Active Share – the Holy Grail of fund comparison?

Active management is a way of running a portfolio in order to try to outperform an index or benchmark. It is characterised by relying on a manager's stock-picking skills, believing they have the abilities to identify the best stocks available and generate a higher return from them, thus outperforming a benchmark. These funds often have higher management fees and ongoing charges than passive/index fund managers - those who aim to match the benchmark - in order to justify the more frequent trading and deeper analysis needed.

What has become a 'trendy' tool of late to assess active management, is Active Share. Research has shown that the funds that are significantly outperforming their indices and peers, often have a high Active Share, and that it is an accurate measure in predicting future performance. So should it be your new go-to fund comparator?

Firstly, let's look at how it works. Active Share is a percentage figure, from 0-100, and the closer the number is to 100, the more stocks the fund manager's choices differ from the benchmark. Conversely, the closer the percentage is to 0, the more stock holdings they hold that match the benchmark. For example, if Vodafone made up 5% of the benchmark, and a fund didn't hold it, the fund would immediately have 5% Active Share, whereas if the fund held 5% in a small stock, not in the benchmark, it would also gain a 5% Active Share score. It is a useful measure to show how a fund overlaps with its benchmark and how a fund uses active management to differentiate from it.

Two examples of funds on the Chelsea Selection, which have recently added Active Share to their fund factsheets, are Neptune UK Mid Cap which has an Active Share of 94.3%, and Baillie Gifford, whose Japanese fund has an Active Share of 81%. With both of these funds generating 42.77% and 9.14% returns in the past two years* compared to 17.29% and 7.27% for their respective benchmarks, it adds weight to the correlation between a high Active Share and good performance.

On the other side, Active Share also highlights what are known as 'closet trackers'. These are funds claiming to be actively managed, which charge the higher fees associated with active management, but in truth behave like passive managers and just match, or track, their benchmark. It shows up funds that are charging excess fees for doing little work.  If you are paying for active management, you want to make sure your manager is active. Any Active Share score below 60% for an active manager is one sign of being a closet tracker and, if an Active Share score is low but the fees are high, it will be very hard for a fund to outperform it's benchmark.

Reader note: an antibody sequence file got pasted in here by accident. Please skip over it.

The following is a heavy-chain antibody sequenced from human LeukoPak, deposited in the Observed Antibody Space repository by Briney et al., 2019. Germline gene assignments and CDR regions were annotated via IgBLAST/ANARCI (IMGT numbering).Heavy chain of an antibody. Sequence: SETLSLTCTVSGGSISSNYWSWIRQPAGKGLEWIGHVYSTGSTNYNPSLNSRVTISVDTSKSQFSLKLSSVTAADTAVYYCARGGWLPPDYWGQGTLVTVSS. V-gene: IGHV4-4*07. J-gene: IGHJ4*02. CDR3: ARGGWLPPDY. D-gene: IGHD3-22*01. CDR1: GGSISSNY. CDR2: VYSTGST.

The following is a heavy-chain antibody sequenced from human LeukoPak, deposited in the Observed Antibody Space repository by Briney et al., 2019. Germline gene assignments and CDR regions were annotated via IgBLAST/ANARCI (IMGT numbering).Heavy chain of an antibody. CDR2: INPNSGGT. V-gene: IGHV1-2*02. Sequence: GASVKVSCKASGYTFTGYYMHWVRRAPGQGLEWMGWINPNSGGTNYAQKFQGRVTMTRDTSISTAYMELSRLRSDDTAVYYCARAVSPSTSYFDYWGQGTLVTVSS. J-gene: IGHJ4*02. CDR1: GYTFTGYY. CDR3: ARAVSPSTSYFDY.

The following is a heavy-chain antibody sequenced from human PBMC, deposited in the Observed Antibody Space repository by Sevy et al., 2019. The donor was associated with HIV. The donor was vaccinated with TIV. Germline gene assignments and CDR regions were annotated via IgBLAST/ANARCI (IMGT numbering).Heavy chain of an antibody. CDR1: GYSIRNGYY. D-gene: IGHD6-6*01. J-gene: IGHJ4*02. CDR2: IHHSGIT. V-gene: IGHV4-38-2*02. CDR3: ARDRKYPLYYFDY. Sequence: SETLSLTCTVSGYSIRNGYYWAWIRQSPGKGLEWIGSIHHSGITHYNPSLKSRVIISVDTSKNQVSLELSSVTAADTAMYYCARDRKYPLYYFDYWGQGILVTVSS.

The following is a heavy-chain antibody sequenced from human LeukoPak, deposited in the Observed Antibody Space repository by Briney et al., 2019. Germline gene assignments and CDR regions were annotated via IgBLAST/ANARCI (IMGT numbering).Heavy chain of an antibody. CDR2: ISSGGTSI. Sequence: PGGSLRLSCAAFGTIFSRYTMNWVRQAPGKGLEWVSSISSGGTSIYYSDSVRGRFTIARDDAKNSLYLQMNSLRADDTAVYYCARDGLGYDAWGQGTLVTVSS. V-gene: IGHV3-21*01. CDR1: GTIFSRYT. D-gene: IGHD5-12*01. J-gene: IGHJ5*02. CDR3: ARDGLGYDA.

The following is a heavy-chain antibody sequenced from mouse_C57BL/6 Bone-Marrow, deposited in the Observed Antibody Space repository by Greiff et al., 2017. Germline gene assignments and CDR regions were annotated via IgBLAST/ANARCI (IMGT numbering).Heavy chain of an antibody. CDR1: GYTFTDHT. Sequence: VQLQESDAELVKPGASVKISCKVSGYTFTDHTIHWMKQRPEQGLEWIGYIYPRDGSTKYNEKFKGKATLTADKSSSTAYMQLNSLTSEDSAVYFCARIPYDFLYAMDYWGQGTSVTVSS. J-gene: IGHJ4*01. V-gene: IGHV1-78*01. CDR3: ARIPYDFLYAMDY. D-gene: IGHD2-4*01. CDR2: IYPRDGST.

However, active management has more facets to just picking and holding a stock; there are various other tactics that managers use that could adversely affect the Active Share score. One of these is where a manager will have temporary preferences to certain areas of the market, and could therefore move between overlapping the benchmark or not. For example, the manager may believe that smaller, high-growth stocks will be in favour, which are unlikely to be on the benchmark, and therefore the Active Share will be high. Conversely, he may be less optimistic about the market, and move his portfolio into larger, less risky companies, which are likely to be on the benchmark and therefore, the Active Share score falls.

With all that in mind, Active Share is clearly a useful tool in comparing funds. While funds that are generally successful usually have a high Active Share score, having a high score is by no means a guarantee of success, just that a manager is differentiating themselves, and trying to outperform a benchmark, which they equally could underperform. We use it as a starting point when researching a fund, not the end point, and use a variety of other factors too, to decide whether or not to add a fund to the Chelsea Selection.

By Ryan Lightfoot-Brown, research analyst, Chelsea


*figures correct as at 13/07/2015

Past performance is not a reliable guide to future returns. You may not get back the amount originally invested, and tax rules can change over time. Ryan's views are his own and do not constitute financial advice.
Published on 15/07/2015